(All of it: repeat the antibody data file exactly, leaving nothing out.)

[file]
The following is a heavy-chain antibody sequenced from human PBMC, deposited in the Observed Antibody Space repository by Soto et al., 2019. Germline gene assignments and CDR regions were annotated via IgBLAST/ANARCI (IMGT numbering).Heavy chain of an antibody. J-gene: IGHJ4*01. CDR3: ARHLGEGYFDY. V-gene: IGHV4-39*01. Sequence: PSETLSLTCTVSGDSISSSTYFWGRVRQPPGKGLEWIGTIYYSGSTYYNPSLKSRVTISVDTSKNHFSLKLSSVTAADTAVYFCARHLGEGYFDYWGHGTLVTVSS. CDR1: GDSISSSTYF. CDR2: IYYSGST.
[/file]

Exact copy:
The following is a heavy-chain antibody sequenced from human PBMC, deposited in the Observed Antibody Space repository by Soto et al., 2019. Germline gene assignments and CDR regions were annotated via IgBLAST/ANARCI (IMGT numbering).Heavy chain of an antibody. J-gene: IGHJ4*01. CDR3: ARHLGEGYFDY. V-gene: IGHV4-39*01. Sequence: PSETLSLTCTVSGDSISSSTYFWGRVRQPPGKGLEWIGTIYYSGSTYYNPSLKSRVTISVDTSKNHFSLKLSSVTAADTAVYFCARHLGEGYFDYWGHGTLVTVSS. CDR1: GDSISSSTYF. CDR2: IYYSGST.